capital employed in the use of the soil, and makes this produc
tiveness turn upon the nearness of the soil to the markets of
consumption of its products, which is part of Carey's definition.
This is like incorporating into Judaism all that is Christian and
then asking for a verdict as between this reconstructed Judaism
and Christianity !

The first work written by Mr. Carey* was an attempt to
overthrow the Ricardo theory, that as wages rise profits must
fall, and to prove instead that as profits rise wages rise. The
previous theory made enterprise depend upon slavery, the true
source of the profits of the capitalist being the spoliation of the
wages worker. It is singular that the English should not have
perceived what a club this error would place in the hands of
socialism, with which to beat out the brains of both the econo
mist and the bourgeoisie. The peace of society is now endangered
in Europe and America by this infamous relic of Ricardo's
abnormal and ingenious ignorance. Carey showed that in all
nations where profits are high, wages go up, for the enter
priser competes actively for the hire of labor in the degree that
he is attracted by the prospect of profits. In a later work t he
politely attributed to Cobden the remark that freedom grows
where two employers are seeking to profit by the labor of one
workman, and that slavery grows where two workmen are seek
ing bread at the hands of one employer. If Cobden ever said
this, which I doubt, as I fail to find it in his speeches, he must
have derived it from Carey's previous works, including the
" Essay on Wages " and the " Principles."

As respects money, Carey was the first to teach that the chief
utility of a coin currency is attained only in the degree that coin
becomes the basis of that very credit currency which supersedes
the use of coin.f The beneficent power of coin, like that of
government, would be most felt when it was most invisible. In
this general attitude he is followed by the two ablest writers on
modern English monetary finance, MacLeod and Patterson. ||
Indeed, these two writers most nearly approach Mr. Carey in

* "Essay on the Bate of Wages/ 7 1835.
t " The Slave Trade, Domestic and Foreign," p, 294, 1853.
t " Social Science," by McKeon, 293 to 310.
" Theory and Practice of Banking," 1855.

II " The Science of Finance," by R. H. Patterson, 1867. " The Economy
of Capital," 1865.


vigor of economic insight and familiarity with the facts of
practical finance. In the quality of philosophic generalization,
he stands apart from other economists, like Mt. Blanc from
other summits, and his true altitude will be ascertainable only
when economics take on the character of a science. At present
no two economists in England or America can give the same
definition to wealth, value, labor, utility, profit, rent, interest,
capital, money, land, production, trade, distribution, exchange,
consumption, taxation, banks, credit, currency, commerce, wages,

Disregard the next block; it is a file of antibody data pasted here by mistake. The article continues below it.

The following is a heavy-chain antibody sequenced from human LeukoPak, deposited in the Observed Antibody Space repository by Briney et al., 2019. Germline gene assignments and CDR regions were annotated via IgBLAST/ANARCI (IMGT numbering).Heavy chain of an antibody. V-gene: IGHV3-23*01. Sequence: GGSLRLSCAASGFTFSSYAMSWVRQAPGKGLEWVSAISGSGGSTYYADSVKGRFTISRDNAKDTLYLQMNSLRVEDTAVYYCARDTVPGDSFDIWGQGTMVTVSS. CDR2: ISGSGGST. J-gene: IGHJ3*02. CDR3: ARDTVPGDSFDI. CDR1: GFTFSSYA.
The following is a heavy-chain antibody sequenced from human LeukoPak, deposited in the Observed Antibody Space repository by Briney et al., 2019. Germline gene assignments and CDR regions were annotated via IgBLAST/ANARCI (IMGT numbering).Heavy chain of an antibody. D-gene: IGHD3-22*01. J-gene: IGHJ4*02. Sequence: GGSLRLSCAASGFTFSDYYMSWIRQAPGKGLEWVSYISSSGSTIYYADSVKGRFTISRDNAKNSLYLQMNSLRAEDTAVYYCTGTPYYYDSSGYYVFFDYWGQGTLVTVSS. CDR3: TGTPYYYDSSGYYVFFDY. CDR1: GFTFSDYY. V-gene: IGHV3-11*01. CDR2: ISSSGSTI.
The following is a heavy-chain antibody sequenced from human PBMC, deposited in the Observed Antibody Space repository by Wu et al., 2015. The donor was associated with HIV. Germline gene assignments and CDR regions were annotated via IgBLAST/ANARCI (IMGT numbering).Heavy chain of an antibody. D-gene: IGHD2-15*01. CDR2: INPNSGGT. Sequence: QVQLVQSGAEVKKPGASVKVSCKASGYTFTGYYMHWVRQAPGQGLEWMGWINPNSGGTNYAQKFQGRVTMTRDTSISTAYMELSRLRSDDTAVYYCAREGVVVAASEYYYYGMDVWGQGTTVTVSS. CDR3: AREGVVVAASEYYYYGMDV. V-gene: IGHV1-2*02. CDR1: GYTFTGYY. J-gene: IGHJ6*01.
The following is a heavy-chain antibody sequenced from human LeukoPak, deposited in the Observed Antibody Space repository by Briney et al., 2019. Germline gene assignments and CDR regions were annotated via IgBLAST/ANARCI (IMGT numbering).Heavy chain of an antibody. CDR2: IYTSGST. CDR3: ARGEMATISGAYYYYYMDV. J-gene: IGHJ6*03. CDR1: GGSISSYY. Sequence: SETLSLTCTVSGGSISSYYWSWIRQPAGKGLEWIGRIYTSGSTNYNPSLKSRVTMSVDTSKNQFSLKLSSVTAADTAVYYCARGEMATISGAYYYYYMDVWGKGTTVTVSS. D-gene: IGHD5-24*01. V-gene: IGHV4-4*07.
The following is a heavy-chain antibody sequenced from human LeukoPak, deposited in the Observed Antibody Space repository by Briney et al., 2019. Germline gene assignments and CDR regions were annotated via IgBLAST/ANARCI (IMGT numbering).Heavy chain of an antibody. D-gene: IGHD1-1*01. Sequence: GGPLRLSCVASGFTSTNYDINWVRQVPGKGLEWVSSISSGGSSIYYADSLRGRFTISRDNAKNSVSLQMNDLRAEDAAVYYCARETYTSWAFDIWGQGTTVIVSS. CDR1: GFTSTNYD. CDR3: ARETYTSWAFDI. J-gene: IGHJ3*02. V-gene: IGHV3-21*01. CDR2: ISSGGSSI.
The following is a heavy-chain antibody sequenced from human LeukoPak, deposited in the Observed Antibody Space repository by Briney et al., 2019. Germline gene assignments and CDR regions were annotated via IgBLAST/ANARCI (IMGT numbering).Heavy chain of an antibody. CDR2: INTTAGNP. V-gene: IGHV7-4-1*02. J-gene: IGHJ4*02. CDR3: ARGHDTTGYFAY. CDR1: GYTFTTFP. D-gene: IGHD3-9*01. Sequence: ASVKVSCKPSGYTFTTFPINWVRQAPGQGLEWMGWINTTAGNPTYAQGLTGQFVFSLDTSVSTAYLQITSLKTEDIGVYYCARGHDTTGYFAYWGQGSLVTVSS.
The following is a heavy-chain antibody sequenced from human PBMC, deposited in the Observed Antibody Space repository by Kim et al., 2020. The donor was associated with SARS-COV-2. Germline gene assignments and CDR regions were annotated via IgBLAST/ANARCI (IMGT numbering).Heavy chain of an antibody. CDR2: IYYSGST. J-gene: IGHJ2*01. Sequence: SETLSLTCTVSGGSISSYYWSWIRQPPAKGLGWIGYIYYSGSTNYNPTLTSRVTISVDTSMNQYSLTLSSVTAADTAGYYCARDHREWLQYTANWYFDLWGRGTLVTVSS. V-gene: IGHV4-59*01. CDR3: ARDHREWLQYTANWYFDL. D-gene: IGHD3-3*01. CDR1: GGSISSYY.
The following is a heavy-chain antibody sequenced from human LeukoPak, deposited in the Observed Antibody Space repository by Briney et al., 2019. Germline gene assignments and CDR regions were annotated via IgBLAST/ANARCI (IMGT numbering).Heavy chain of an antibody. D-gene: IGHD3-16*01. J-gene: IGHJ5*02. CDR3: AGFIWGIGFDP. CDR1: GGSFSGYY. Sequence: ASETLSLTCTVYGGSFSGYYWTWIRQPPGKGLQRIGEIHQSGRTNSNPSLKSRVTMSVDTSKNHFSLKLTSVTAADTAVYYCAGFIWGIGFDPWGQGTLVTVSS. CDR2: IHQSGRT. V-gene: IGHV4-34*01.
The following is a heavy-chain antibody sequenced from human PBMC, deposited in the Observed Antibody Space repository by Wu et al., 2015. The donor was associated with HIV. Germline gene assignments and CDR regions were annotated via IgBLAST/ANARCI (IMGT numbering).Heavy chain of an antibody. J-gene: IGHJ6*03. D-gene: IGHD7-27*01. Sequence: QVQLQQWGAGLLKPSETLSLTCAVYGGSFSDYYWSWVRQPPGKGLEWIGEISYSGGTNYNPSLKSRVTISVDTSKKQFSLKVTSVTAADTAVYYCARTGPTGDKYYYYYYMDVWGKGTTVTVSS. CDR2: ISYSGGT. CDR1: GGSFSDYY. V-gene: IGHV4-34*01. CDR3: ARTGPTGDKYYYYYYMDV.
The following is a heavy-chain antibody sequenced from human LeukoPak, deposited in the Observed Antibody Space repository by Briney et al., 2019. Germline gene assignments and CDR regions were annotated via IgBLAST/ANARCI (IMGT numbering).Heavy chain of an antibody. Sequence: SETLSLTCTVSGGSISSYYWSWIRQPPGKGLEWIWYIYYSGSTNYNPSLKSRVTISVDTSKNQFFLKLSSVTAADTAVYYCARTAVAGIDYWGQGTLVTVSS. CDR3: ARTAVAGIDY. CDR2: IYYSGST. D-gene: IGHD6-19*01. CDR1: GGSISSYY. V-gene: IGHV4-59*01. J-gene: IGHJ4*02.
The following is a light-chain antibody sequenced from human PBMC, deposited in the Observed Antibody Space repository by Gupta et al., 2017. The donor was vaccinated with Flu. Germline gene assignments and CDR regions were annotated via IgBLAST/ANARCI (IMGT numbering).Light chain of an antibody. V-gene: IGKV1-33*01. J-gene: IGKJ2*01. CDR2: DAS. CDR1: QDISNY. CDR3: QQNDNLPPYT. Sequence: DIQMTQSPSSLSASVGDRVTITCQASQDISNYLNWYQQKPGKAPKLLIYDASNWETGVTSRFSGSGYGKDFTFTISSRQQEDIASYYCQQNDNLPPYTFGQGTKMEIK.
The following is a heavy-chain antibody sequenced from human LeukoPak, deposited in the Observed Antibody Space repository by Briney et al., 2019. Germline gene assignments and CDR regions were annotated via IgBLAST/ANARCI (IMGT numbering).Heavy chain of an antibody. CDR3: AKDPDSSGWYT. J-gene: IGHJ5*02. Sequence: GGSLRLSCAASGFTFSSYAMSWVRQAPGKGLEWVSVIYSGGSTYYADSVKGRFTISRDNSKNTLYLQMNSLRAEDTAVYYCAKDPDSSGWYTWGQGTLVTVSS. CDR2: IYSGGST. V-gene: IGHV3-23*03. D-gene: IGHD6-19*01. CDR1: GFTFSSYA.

or to Political Economy or Economics itself. The difference is
not one of words but of things. Each of these words connotes
as many distinct and unlike intellectual conceptions as there are
men to use them.

Take the term labor. If a man carries mortar from the
street to the roof of a building in a hod, that is labor, if he is
.free and works for wages. If he brings a horse, rope, and pulley
and lifts the mortar by horse-power, charging for the hire of the
horse, is his charge profits, interest, or wages ? If he is dispensed
with, and a machine raises it, then is not capital laboring ? and
when capital works, why is not interest wages ? But if capital
can labor, as in machinery it does, then capital is only one among
many laborers. And when labor is owned, as in the case of slaves,
is it capital or labor ? And if labor is capital when it works for
a subsistence, wherein is its nature changed when it merely
works for wages, which are exhausted in subsisting the laborer?
McCulloch says the fermentation of wine or beer is labpr.*

Every economic term eludes metaphysical analysis ; but so
does every scientific term. Matter becomes force, and force
becomes matter, under metaphysical analysis, as readily as
labor and capital pass into each other. This only proves that
the metaphysical method, banished from the other departments
of science, and taking refuge in Social Science, must be expelled.
But in England the metaphysical method, except in part in the
work of Adam Smith, is the only method known. Yet even
by this method Social Science discovers that the most valuable
thing it knows is that it knows nothing. Its cry is, " Lord,
have mercy upon me, a sinner."! Fifty years ago it was

* McCulloch's note 1 to Adam Smith.

t Jevons says: "When at length a true system of Economics comes to be
established, it will be seen that that able but wrong-headed man, David
Rieardo, shunted the car of economic science on to a wrong line, a line, how-